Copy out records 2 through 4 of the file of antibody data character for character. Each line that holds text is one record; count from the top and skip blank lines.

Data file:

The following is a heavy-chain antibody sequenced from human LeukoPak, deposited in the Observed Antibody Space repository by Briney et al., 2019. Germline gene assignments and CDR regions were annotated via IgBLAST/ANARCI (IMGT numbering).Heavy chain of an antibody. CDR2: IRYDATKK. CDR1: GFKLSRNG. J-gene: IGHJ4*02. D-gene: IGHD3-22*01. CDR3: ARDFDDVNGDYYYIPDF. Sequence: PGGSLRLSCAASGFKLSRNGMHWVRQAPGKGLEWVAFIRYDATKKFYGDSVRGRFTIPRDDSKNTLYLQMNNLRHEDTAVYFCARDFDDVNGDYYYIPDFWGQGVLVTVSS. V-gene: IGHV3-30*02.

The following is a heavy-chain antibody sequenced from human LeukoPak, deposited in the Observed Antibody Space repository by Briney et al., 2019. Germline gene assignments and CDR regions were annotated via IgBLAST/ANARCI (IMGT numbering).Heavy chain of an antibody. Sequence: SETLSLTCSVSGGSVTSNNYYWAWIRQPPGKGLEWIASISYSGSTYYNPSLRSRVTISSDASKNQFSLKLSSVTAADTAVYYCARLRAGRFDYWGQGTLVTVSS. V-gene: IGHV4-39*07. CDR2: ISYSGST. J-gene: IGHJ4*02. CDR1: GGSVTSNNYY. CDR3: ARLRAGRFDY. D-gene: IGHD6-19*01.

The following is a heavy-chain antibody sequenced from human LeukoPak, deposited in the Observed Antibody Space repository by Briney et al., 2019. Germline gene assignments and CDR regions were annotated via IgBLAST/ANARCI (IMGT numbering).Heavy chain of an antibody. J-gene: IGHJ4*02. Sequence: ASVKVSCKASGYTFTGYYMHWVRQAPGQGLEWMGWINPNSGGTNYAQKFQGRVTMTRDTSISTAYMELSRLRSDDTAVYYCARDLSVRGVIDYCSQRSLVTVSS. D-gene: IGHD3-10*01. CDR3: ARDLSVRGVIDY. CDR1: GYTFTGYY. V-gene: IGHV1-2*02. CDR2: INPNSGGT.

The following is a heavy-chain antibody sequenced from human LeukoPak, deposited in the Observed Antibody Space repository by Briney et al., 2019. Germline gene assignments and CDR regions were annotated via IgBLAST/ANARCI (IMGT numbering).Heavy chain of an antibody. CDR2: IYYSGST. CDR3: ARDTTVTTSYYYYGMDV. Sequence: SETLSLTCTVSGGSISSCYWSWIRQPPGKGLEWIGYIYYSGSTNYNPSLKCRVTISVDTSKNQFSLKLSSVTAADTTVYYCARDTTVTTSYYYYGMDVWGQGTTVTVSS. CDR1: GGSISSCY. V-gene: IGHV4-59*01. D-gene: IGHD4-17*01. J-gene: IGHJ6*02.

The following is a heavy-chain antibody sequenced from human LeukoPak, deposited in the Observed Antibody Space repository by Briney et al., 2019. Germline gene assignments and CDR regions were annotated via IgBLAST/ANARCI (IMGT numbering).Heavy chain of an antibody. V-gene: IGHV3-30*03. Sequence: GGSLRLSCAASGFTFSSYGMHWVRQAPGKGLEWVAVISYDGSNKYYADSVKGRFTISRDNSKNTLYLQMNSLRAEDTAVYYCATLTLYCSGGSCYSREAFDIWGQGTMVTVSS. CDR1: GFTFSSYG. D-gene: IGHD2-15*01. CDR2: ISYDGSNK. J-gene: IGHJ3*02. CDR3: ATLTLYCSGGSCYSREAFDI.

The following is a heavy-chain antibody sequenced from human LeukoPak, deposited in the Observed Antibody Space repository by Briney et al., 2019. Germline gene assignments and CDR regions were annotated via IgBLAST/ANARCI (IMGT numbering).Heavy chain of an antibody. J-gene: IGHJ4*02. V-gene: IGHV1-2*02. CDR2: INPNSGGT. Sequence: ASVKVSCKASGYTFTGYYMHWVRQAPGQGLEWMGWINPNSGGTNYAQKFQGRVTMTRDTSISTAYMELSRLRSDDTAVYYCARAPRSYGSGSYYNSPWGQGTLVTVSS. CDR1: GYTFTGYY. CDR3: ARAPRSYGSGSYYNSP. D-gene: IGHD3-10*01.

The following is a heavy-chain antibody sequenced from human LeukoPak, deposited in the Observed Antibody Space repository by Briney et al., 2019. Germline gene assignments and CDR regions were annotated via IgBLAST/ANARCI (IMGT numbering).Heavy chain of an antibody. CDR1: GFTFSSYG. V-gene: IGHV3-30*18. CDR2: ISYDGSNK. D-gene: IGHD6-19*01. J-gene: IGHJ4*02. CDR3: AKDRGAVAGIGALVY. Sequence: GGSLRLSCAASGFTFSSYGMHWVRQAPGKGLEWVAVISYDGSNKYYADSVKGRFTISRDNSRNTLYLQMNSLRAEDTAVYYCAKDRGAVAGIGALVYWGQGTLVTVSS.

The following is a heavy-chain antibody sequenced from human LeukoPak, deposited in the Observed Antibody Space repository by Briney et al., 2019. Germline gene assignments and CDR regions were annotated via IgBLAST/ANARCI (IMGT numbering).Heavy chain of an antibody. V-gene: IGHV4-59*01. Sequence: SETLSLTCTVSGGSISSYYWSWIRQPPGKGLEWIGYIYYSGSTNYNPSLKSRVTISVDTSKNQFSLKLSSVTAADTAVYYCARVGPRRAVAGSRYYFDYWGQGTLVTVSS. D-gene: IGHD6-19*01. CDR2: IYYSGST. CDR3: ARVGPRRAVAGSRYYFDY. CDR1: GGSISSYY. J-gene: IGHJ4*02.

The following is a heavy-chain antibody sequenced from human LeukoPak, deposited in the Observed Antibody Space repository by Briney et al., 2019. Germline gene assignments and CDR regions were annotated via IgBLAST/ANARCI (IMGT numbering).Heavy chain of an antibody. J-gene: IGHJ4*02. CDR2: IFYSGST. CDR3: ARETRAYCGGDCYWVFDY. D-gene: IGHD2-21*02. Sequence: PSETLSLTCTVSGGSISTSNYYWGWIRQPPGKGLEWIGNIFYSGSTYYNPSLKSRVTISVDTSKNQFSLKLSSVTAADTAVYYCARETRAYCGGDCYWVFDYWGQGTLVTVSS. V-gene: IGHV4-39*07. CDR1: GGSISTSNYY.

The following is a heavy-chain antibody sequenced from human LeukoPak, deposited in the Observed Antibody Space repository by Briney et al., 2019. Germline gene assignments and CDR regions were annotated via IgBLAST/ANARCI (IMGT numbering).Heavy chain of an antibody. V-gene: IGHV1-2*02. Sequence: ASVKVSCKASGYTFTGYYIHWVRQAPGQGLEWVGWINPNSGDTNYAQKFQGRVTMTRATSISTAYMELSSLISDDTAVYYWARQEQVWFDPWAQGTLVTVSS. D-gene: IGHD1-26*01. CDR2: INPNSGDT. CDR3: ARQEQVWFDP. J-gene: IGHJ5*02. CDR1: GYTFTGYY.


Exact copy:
The following is a heavy-chain antibody sequenced from human LeukoPak, deposited in the Observed Antibody Space repository by Briney et al., 2019. Germline gene assignments and CDR regions were annotated via IgBLAST/ANARCI (IMGT numbering).Heavy chain of an antibody. Sequence: SETLSLTCSVSGGSVTSNNYYWAWIRQPPGKGLEWIASISYSGSTYYNPSLRSRVTISSDASKNQFSLKLSSVTAADTAVYYCARLRAGRFDYWGQGTLVTVSS. V-gene: IGHV4-39*07. CDR2: ISYSGST. J-gene: IGHJ4*02. CDR1: GGSVTSNNYY. CDR3: ARLRAGRFDY. D-gene: IGHD6-19*01.

The following is a heavy-chain antibody sequenced from human LeukoPak, deposited in the Observed Antibody Space repository by Briney et al., 2019. Germline gene assignments and CDR regions were annotated via IgBLAST/ANARCI (IMGT numbering).Heavy chain of an antibody. J-gene: IGHJ4*02. Sequence: ASVKVSCKASGYTFTGYYMHWVRQAPGQGLEWMGWINPNSGGTNYAQKFQGRVTMTRDTSISTAYMELSRLRSDDTAVYYCARDLSVRGVIDYCSQRSLVTVSS. D-gene: IGHD3-10*01. CDR3: ARDLSVRGVIDY. CDR1: GYTFTGYY. V-gene: IGHV1-2*02. CDR2: INPNSGGT.

The following is a heavy-chain antibody sequenced from human LeukoPak, deposited in the Observed Antibody Space repository by Briney et al., 2019. Germline gene assignments and CDR regions were annotated via IgBLAST/ANARCI (IMGT numbering).Heavy chain of an antibody. CDR2: IYYSGST. CDR3: ARDTTVTTSYYYYGMDV. Sequence: SETLSLTCTVSGGSISSCYWSWIRQPPGKGLEWIGYIYYSGSTNYNPSLKCRVTISVDTSKNQFSLKLSSVTAADTTVYYCARDTTVTTSYYYYGMDVWGQGTTVTVSS. CDR1: GGSISSCY. V-gene: IGHV4-59*01. D-gene: IGHD4-17*01. J-gene: IGHJ6*02.